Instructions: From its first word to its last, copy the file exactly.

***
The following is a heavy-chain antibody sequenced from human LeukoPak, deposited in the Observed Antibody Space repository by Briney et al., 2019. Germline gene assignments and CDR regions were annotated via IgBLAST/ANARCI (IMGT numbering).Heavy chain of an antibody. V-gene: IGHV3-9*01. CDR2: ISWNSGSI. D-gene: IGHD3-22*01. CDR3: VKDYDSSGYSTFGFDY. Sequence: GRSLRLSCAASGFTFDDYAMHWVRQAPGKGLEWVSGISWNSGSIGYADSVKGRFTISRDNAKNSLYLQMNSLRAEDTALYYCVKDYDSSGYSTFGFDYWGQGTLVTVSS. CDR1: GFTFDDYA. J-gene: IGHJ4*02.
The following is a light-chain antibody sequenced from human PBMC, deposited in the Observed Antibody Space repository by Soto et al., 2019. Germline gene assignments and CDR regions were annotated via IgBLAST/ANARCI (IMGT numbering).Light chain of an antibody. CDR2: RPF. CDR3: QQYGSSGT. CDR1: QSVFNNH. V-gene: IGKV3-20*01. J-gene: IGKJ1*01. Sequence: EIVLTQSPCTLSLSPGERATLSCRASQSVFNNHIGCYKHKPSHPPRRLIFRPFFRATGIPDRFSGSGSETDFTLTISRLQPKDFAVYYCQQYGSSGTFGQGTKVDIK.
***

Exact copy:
The following is a heavy-chain antibody sequenced from human LeukoPak, deposited in the Observed Antibody Space repository by Briney et al., 2019. Germline gene assignments and CDR regions were annotated via IgBLAST/ANARCI (IMGT numbering).Heavy chain of an antibody. V-gene: IGHV3-9*01. CDR2: ISWNSGSI. D-gene: IGHD3-22*01. CDR3: VKDYDSSGYSTFGFDY. Sequence: GRSLRLSCAASGFTFDDYAMHWVRQAPGKGLEWVSGISWNSGSIGYADSVKGRFTISRDNAKNSLYLQMNSLRAEDTALYYCVKDYDSSGYSTFGFDYWGQGTLVTVSS. CDR1: GFTFDDYA. J-gene: IGHJ4*02.
The following is a light-chain antibody sequenced from human PBMC, deposited in the Observed Antibody Space repository by Soto et al., 2019. Germline gene assignments and CDR regions were annotated via IgBLAST/ANARCI (IMGT numbering).Light chain of an antibody. CDR2: RPF. CDR3: QQYGSSGT. CDR1: QSVFNNH. V-gene: IGKV3-20*01. J-gene: IGKJ1*01. Sequence: EIVLTQSPCTLSLSPGERATLSCRASQSVFNNHIGCYKHKPSHPPRRLIFRPFFRATGIPDRFSGSGSETDFTLTISRLQPKDFAVYYCQQYGSSGTFGQGTKVDIK.